For the accuracy of my story you’ll have to take my word.
And I may have been taken in. Maybe Van Dam never had a little dog.

Unless a dog called White Lie? (10)


1.  Van Dam’s dog had many animal predecessors. Famous was Clever Hans, a horse that in the early 20th century astounded the public with his gift for performing simple arithmatical calculations. It tapped the correct answer to sums by scraping the ground with a hoof. Until the psychologist (sic!) Oskar Pfungst showed that Hans simply reacted to unwitting nods of approval. A successor to Hans, the blind horse Berto, most likely used his ears.

2. The data regarding Van Dam during his stay in Groningen were derived from:  “De parapsychologie”, the contribution of D.Draaisma to D.Draaisma et al.: Gerard Heymans. Objectiviteit in filosofie en psychologie. A publication of Het Wereldvenster, Weesp (1983) and from:
“De witte kraai van Heymans. De Groninger telepathie-experimenten”, the contribution of D.Draaisma to:
Douwe Draaisma (ed.): Een laboratorium voor de ziel. Gerard Heymans en het begin van de experimentele psychologie. A publication of the Historische Uitgeverij/Universiteitsmuseum, Groningen (1992).

Both with permission of the author, for which I hereby express my appreciation.

3. More precisely the probability of 32 (or more) correct guesses in 80 exeriments is 2 times 10 to the power -31. (Note of the editor.)

4. Was this precaution taken to avoid that Van Dam ‘consciously’ would point to a target upon telepathically received instructions? For didn’t Heymans specifically direct his investigation towards ‘a special talent for the taking in [ ] motor-representations’? How this professor of psychology imagined this feat to be accomplished without the intervention of the brain escapes me.

Not that ‘blind’ pointing at at specific target is beyond human capabilities. I refer to “The road to En-Dor” by E.H.Jones, originally published in 1919, reissued as a Pan Book in 1955. A few officers, prisoners of war of the Turks during World War I, fooled first their fellow officers, subsequently their captors and finally themselves by performing on a Ouija board. They could spell any message at will, though blindfolded. Also when their skeptical colleagues rotated the board at random. They simply reoriented themselves by a few notches they had cut in the outer edge.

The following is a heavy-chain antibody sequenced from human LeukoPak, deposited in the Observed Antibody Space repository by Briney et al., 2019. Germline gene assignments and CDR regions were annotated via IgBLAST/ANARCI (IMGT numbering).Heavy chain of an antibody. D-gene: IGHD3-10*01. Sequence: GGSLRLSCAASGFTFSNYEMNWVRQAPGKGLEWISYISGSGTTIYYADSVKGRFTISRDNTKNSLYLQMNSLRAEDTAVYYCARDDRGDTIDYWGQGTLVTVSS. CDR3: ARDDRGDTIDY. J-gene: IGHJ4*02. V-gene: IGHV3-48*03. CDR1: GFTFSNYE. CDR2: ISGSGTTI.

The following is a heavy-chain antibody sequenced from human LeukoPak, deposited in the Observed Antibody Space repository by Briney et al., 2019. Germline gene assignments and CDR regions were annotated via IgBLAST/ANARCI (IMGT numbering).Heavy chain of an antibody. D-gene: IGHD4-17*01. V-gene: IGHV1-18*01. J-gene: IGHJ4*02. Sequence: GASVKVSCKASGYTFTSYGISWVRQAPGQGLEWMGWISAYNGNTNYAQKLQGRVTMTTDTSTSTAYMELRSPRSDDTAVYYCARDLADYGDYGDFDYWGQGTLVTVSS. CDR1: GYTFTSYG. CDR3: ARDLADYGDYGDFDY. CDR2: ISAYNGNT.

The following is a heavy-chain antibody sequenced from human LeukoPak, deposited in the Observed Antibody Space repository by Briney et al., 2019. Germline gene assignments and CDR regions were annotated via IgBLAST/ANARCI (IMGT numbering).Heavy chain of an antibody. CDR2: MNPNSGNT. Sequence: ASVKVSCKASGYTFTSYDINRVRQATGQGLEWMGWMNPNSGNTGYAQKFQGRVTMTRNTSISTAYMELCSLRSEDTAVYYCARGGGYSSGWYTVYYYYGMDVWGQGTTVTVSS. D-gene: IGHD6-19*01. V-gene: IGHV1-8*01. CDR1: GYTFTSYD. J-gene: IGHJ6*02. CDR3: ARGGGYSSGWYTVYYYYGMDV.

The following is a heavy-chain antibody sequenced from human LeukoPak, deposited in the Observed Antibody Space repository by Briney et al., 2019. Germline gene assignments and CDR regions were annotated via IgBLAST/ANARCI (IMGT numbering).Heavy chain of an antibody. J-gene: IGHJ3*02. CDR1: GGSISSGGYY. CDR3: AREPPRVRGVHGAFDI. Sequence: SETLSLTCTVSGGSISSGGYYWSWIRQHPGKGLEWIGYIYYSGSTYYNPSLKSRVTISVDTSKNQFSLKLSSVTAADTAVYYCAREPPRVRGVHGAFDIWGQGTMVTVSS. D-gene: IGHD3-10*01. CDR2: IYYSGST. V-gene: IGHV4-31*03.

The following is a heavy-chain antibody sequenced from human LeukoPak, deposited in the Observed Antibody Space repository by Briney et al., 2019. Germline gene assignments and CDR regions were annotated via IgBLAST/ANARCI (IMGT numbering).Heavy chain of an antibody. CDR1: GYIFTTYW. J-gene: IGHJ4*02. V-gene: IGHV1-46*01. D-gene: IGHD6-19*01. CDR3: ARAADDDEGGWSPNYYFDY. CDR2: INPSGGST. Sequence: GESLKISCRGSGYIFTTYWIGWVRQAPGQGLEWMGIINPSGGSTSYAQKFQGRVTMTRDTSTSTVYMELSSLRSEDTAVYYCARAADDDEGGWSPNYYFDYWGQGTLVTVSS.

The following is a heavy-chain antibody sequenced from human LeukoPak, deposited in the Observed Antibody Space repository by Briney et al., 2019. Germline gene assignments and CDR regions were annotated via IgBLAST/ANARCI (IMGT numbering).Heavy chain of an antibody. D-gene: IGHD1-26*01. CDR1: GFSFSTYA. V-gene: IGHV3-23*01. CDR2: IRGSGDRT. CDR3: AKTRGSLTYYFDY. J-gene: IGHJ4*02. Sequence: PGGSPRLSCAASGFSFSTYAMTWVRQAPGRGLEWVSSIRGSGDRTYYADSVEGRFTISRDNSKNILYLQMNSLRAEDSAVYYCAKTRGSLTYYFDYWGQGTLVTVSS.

A fascinating story with an almost fatal ending. Recommended reading for those who are fooled by messages from the beyond, spelled out by a sliding drinking-glass.

5. Walter Whately Carington (1892–1947). He had the surname Carintong only after 1933. (Editor’s note)

6. To wit: to stick a needle through your cheek, a feat performed by ‘fakirs’. To convince his public that he is endowed with magical powers, preferably brought forth by hypnosis? Just try it. You’ll hardly feel anything! Tip: disinfect that needle first.

And now that the subject has been mentioned, do you believe that there exists a special faculty that enables somebody to hypnotise others? In this case: experiments not recommended.

7. Refer for example to: Robert E. Ornstein (1972) – The psychology of consciousness. Penguin Books. For readers who are conversant with the Dutch language: P. Vroon (1976) – Bewustzijn, hersenen en gedrag. Baarn: Ambo

8. To calculate the product of two numers of the same parity: square their  average, and subtract the square of half their difference, for example 52 x 38 = 45-squared minus 7-squared (=2025 – 49 = 1976). In case of unequal parity change one of the factors, and correct afterwards. Mathematicians knowing many squares beyond 21 are rare. (Editor’s note.)

9.  For the story of the Cottingley Fairies, see the Wikipedia-article. Conan Doyle was taken in by this, shortly after he had been convinced by Oliver Lodge’s book Raymond (1917) of the reality of spiritualist claims. Conan Doyle wrote in his Foreword to the 1929 edition of The complete Sherlock Holmes long stories: “Having endured a severe course of training in medical diagnosis, I felt that if the same austere methods of observation and reasoning were applied to the problems of crime some more scientific system could be constructed.” He should have applied his lofty intentions to the productions of two little girls. A piquant note: Conan Doyle was an intimate friend of the famous magician Houdini, who abhorred all things paranormal. And note also that one of the girls only at age 84 confessed that they had been too embarassed to admit the truth. (Note corrected by the editor.)

10. This article is a slightly edited version of this article with the same title on the site factorfiction of the author. It is copied with permission. The editor is Jan Willem Nienhuys.